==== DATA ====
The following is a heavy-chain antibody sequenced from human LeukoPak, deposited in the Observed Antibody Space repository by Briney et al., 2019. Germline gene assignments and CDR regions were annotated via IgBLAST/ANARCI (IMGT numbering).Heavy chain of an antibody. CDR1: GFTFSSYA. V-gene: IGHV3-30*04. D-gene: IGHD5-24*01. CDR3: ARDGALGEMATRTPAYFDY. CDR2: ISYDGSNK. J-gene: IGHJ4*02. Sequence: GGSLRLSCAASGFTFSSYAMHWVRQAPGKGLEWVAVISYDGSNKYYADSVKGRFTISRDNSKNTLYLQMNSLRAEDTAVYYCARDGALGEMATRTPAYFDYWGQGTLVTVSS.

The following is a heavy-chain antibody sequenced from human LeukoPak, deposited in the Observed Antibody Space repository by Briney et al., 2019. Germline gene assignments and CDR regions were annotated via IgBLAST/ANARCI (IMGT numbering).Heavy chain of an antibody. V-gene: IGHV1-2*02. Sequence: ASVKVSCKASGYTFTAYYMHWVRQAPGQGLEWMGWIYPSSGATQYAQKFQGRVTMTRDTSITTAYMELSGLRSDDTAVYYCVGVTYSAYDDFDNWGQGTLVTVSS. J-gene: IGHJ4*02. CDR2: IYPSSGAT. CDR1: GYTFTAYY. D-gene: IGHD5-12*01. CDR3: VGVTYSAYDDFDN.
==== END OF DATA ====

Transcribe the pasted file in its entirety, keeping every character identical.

The following is a heavy-chain antibody sequenced from human LeukoPak, deposited in the Observed Antibody Space repository by Briney et al., 2019. Germline gene assignments and CDR regions were annotated via IgBLAST/ANARCI (IMGT numbering).Heavy chain of an antibody. CDR1: GFTFSSYA. V-gene: IGHV3-30*04. D-gene: IGHD5-24*01. CDR3: ARDGALGEMATRTPAYFDY. CDR2: ISYDGSNK. J-gene: IGHJ4*02. Sequence: GGSLRLSCAASGFTFSSYAMHWVRQAPGKGLEWVAVISYDGSNKYYADSVKGRFTISRDNSKNTLYLQMNSLRAEDTAVYYCARDGALGEMATRTPAYFDYWGQGTLVTVSS.

The following is a heavy-chain antibody sequenced from human LeukoPak, deposited in the Observed Antibody Space repository by Briney et al., 2019. Germline gene assignments and CDR regions were annotated via IgBLAST/ANARCI (IMGT numbering).Heavy chain of an antibody. V-gene: IGHV1-2*02. Sequence: ASVKVSCKASGYTFTAYYMHWVRQAPGQGLEWMGWIYPSSGATQYAQKFQGRVTMTRDTSITTAYMELSGLRSDDTAVYYCVGVTYSAYDDFDNWGQGTLVTVSS. J-gene: IGHJ4*02. CDR2: IYPSSGAT. CDR1: GYTFTAYY. D-gene: IGHD5-12*01. CDR3: VGVTYSAYDDFDN.